I've spent the last 24 hours with Samsung's new Galaxy Note 9 — here are my first impressions

Galaxy Note 9

The latest $1,000 smartphone has arrived in the form of the Galaxy Note 9. 

Unveiled at Samsung’s Unpacked event on Thursday in Brooklyn, New York, the Galaxy Note 9 is Samsung’s biggest, heftiest device yet: It has a 6.4-inch screen, a gigantic 4,000 mAh battery, and up to 1 terabyte of storage.

Samsung wants you to live your life on the Galaxy Note 9 — to take all your photos on the phone’s advanced camera, to write important notes and sign important documents using the phone’s S Pen, and to hook it up to a screen and turn it into a desktop computer using to Samsung’s DeX technology.

In short, this phone is a beast — or at least Samsung wants it to be. 

Over the past 24 hours or so, I’ve been playing around with the new Galaxy Note 9. I’m not a Samsung user — and my own iPhone 6s feels puny and incompetent next to this thing — so I’m looking at the Galaxy Note 9 with fresh eyes. It’s important to note that I haven’t run the Galaxy Note 9 through all its paces, and I can’t give a full review of the phone after just 24 hours of usage. After we have a few more days to try the device, we’ll post a comprehensive breakdown. 

But until then, here are a few initial impressions of the new Galaxy Note 9:

SEE ALSO: Samsung just unveiled the Galaxy Watch, its $330 answer to the Apple Watch — here’s everything we know about it

The design feels stale, but there are a few things I love about the look and feel of the Galaxy Note 9.

At first glance, it’s almost impossible to tell the difference between the Galaxy Note 9 and its predecessor, the Galaxy Note 8. The design is a near-duplicate of last year’s phone, which is disappointing for anyone looking for an iPhone X-like innovation from Samsung. 

That being said, there are two subtle changes that I appreciate, and that I think will make a difference for users.

For starters, Samsung moved the fingerprint scanner, so it’s underneath the camera instead of next to it. One of the flaws of the Galaxy Note 8 (in my opinion) was that the fingerprint scanner lived next door to the dual lenses on the back of the phone. For a left-handed user, this was no big deal; it was right next to where your index finger would naturally lie. But for a right-handed user, this was obnoxious, since anytime you went to scan your finger, you’d most likely smudge your camera lenses. 

Samsung also improved the outer color of the phone: This year’s blue finish is much better-looking than last year’s model. There isn’t a major difference between the Galaxy Note 8’s „deep sea blue“ and the Galaxy Note 9’s „ocean blue,“ but I prefer the 2018 version; the color is simply prettier and looks more high-end. 

Other than that, Samsung didn’t change a whole lot when it came to the design. One thing that didn’t change that I actually really appreciate is the headphone jack — you’ll find one on the Galaxy Note 9 and for that, I’m grateful. 

The Galaxy Note 9’s display didn’t change much, but I’m blown away nonetheless.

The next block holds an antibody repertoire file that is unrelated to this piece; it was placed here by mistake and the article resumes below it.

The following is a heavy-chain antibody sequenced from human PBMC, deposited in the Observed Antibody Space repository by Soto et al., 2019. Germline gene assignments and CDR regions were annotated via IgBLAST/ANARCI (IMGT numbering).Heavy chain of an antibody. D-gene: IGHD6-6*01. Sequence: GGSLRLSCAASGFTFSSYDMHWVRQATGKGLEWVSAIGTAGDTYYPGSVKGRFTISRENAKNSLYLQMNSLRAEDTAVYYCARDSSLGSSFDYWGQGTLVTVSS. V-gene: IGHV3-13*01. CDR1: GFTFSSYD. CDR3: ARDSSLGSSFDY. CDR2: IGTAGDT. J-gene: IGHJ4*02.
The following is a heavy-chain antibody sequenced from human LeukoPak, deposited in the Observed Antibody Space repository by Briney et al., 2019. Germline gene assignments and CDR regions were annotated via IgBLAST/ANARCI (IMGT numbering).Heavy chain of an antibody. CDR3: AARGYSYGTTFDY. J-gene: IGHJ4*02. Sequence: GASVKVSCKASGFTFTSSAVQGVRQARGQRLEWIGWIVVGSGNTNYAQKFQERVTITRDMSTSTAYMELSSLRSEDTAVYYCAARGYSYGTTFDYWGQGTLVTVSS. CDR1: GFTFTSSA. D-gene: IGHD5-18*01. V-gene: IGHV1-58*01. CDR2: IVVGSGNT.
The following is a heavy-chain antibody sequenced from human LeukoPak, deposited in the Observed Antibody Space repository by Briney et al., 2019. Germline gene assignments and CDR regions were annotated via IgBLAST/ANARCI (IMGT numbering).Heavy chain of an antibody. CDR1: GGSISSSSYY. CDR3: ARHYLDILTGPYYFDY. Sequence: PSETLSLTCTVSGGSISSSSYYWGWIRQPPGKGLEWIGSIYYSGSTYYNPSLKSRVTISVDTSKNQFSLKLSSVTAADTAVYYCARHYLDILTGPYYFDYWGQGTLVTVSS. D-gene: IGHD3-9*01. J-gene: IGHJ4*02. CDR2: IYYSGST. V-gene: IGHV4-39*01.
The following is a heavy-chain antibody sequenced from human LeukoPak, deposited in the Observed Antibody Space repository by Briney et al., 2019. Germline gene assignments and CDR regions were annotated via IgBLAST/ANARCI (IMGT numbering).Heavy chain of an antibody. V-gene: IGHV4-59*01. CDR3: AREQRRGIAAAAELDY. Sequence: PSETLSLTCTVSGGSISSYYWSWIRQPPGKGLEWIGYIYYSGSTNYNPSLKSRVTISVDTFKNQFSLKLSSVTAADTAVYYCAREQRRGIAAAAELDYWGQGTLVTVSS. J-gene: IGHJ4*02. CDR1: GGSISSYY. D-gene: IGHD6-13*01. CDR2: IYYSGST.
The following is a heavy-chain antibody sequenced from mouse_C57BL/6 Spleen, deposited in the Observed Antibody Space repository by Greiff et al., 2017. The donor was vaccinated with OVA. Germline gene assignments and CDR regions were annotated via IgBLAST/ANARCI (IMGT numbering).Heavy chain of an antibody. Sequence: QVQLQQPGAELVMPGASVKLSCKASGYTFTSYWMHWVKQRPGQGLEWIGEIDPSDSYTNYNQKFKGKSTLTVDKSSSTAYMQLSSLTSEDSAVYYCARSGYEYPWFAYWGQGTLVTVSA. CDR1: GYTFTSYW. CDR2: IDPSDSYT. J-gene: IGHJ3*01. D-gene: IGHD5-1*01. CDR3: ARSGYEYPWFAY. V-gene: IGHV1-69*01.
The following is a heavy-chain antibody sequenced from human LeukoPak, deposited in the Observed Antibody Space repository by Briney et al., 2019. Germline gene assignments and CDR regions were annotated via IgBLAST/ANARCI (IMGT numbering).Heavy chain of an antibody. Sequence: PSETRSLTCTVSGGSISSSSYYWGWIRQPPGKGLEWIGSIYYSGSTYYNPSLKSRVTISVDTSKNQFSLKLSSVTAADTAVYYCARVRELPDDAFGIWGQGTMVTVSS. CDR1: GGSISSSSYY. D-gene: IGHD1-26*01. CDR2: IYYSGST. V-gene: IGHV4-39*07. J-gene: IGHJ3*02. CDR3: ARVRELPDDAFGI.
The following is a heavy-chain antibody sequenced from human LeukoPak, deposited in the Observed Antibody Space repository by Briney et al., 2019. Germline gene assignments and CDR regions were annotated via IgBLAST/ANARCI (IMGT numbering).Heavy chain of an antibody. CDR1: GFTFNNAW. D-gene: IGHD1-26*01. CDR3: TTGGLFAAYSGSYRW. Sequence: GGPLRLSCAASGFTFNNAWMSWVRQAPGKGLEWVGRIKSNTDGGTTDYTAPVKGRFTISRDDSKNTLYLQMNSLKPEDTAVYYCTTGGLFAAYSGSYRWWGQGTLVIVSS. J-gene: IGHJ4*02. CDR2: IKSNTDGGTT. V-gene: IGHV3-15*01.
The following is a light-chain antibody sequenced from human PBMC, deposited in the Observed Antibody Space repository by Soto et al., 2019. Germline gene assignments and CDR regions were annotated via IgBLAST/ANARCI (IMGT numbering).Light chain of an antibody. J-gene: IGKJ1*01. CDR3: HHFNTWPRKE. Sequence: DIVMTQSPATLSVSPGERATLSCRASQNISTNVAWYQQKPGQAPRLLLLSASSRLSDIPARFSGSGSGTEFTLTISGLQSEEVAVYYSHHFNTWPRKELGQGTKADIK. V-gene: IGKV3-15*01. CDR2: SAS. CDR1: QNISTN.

Anyone who currently uses a recent Samsung smartphone probably won’t be impressed by the AMOLED display. It’s the same resolution as last year’s Galaxy Note 8, and only a hair bigger — 6.4 inches compared to 6.3 inches. 

That being said, there’s no denying it’s gorgeous. Of course, any OLED display would look incredible compared to my iPhone 6s, but the Galaxy Note 9 is particularly impressive because of the size. This comes into play when you switch to full-screen mode when taking a photo, or when you’re scrolling through Instagram during downtime. Watching videos feels like a whole new experience — I like to watch makeup tutorials on YouTube, and I could see way more detail and much more vibrant colors than I’ve ever seen on my own device. 

Samsung may not be doing anything wildly innovative with the Galaxy Note 9 display, but just because it’s not new and exciting doesn’t mean it’s any less impressive. 

The S Pen is innovative and incredibly useful.

I’ve never owned a phone with a stylus before, so trying the S Pen for 24 hours opened up a whole new world. Taking notes, drawing, and tapping around the device using the S Pen is surprisingly fun, and gave me this automatic feeling, real or not, of increased productivity.

But the new S Pen that comes with the Galaxy Note 9 has a new, key feature that differentiates it from previous versions: Bluetooth Low Energy. 

BLE lets you use the S Pen in a variety of ways. It works as a photo remote, so you can take selfies or group photos without having to be near your phone (the S Pen works with your phone from up to 30 feet away). It can also become a remote for a presentation, although I haven’t needed to try that feature yet. 

Beyond that new functionality, the S Pen just looks great. The Galaxy Note 9 I’m using is blue, an the S Pen that comes with it is bright yellow. The only strange thing about that is that all the other colors of the phone — lavender, black, and copper — have S Pens that match the device. I found myself wishing Samsung had made the contrasting S Pen standard across the board. 

See the rest of the story at Business Insider
Source: Business insider

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